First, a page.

As one great sage from "Real World New Orleans" said, "I am never lonely because everywhere I go, I am there." 

I know.  He wasn't a sage.  He was just a kid on "The Real World," and I think he stole that from Buddha or some other famous person, but that doesn't matter, the sentiment remains the same.  As you get older, it's important to remember that your true self is always with you, that you are your own best friend, so it's important to enjoy your own company and to recognize the joy that exists in your life. 

Your thoughts might tell you that you are old, alone and lonely, but you are not your thoughts.  Your thoughts will sometimes tell you things that make you sad, that tell you that you don't matter or what's the point of your life?  But those are just thoughts. Thoughts come and go. They are not you.  

You.  You will always be you. No matter how old you get, how wrinkled, how infirm, if you are at home alone or in a nursing home, you will always be you, and your very existence matters and is the whole point.  No one and nothing can take that from you.  Your body may have changed and gotten old, but your true self is still inside there, the person you have always been.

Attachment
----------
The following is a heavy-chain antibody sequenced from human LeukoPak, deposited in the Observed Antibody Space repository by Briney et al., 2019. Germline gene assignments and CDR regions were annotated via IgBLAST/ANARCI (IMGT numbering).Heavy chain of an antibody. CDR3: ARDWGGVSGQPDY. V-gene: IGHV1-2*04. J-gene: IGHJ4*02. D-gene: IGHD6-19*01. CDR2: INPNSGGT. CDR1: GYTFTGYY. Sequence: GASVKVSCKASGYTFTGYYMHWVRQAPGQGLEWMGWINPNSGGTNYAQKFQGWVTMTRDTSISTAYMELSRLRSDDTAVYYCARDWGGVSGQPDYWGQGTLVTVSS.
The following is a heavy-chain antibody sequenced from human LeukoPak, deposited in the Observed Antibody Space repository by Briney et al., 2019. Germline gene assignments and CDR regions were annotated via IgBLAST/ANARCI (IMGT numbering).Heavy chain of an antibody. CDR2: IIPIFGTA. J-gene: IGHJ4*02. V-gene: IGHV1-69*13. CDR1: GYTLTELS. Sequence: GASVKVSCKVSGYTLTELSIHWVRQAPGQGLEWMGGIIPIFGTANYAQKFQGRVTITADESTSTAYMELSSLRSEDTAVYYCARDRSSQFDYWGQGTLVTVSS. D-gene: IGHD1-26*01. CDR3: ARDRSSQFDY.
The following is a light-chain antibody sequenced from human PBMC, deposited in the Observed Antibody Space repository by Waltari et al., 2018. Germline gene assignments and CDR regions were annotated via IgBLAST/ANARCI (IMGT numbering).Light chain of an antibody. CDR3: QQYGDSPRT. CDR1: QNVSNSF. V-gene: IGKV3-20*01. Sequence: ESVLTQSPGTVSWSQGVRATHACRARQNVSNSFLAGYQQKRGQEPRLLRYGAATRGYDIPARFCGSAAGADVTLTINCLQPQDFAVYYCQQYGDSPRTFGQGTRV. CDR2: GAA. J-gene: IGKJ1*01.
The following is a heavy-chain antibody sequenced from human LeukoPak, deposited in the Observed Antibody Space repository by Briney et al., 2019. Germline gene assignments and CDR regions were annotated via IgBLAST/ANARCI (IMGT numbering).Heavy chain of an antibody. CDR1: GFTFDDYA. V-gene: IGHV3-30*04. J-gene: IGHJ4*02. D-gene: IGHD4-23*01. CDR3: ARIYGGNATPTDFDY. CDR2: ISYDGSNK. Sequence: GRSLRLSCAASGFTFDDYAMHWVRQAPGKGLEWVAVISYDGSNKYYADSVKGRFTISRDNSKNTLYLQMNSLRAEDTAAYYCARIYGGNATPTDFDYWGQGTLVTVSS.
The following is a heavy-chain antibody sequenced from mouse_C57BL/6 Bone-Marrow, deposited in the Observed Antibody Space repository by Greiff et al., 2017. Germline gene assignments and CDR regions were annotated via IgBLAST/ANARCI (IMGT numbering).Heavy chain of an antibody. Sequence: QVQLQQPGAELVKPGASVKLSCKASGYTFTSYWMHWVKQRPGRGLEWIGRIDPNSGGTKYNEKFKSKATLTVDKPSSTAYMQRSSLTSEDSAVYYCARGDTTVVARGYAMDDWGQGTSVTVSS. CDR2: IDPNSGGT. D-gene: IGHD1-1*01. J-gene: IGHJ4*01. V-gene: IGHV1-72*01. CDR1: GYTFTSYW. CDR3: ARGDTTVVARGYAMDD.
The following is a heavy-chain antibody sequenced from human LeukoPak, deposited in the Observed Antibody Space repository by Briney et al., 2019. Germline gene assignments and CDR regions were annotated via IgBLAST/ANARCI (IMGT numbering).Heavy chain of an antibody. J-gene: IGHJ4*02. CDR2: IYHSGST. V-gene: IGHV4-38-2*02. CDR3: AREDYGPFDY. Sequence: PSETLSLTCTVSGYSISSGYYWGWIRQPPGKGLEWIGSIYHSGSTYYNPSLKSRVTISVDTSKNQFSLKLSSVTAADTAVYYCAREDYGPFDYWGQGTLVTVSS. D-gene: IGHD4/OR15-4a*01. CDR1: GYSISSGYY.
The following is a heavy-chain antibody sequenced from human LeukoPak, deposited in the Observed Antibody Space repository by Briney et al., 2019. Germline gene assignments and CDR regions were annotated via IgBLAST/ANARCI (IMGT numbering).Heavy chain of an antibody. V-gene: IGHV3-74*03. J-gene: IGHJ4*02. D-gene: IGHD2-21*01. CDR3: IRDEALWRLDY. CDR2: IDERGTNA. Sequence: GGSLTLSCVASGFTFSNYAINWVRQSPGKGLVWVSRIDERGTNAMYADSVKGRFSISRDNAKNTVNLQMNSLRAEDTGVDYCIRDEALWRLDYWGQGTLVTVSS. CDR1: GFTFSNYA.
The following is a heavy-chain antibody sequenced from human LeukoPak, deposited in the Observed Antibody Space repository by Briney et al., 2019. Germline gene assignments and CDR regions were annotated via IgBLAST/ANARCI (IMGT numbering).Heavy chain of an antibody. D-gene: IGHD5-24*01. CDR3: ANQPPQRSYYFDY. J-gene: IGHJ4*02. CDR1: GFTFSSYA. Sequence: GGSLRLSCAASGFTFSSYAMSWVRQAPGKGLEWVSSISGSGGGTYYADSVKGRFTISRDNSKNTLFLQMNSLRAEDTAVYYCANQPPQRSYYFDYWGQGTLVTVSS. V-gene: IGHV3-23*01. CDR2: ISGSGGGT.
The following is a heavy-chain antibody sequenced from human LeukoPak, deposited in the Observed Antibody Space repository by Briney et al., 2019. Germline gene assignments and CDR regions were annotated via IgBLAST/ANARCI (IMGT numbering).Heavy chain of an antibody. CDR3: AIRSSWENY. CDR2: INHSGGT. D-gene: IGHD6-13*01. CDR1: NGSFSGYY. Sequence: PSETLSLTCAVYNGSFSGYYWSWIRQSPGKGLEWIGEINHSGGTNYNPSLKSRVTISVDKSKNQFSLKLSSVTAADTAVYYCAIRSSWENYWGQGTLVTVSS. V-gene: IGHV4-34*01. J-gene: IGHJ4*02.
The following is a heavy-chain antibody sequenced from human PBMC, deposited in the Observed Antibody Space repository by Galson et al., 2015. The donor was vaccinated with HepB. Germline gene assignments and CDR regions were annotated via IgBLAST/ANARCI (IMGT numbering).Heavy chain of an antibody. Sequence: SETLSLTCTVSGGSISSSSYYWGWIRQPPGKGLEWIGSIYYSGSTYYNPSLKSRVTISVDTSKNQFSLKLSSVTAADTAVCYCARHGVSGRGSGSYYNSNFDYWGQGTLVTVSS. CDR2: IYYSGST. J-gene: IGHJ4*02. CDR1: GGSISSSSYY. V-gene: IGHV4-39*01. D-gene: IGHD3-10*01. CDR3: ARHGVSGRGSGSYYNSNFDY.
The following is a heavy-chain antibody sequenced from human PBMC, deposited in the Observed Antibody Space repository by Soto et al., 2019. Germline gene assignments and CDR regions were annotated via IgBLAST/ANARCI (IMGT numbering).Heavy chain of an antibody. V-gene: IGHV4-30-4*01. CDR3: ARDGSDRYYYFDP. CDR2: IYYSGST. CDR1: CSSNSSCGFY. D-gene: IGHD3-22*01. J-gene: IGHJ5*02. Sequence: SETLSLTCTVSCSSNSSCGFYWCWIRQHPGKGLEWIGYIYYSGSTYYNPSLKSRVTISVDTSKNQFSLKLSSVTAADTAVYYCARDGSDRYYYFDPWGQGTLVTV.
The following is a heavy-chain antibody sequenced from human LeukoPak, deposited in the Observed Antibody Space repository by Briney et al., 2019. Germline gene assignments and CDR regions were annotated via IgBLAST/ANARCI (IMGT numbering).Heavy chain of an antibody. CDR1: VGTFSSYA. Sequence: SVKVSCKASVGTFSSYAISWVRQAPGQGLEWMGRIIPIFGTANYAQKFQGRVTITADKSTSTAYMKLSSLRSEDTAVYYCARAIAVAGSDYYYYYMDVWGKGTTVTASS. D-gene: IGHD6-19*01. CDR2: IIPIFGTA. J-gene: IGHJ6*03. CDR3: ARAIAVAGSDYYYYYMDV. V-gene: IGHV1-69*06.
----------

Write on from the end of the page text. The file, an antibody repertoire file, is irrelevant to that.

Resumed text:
No matter what, you are still YOU, the you that can choose joy.

When my clients in the counseling program are struggling with health issues, getting old, circumstances that they can't control, I try to convey that to them.

And I tell myself that too.

Even though I am old and can't do all of the things I used to do... Even though I am far from my children and grandchildren and get lonely and sad at times... Even though I don't know what the future holds...I remind myself that I am still me.  I will always be me, that person who can find joy in little things like a nice big bowl of gelato or a particularly good episode of the British soap opera I watch or a moving figure skating routine or reading a good book or relishing a great movie or watching the antics of my dogs or looking out my window and noticing the sun peeking through the trees, reminding me that I exist.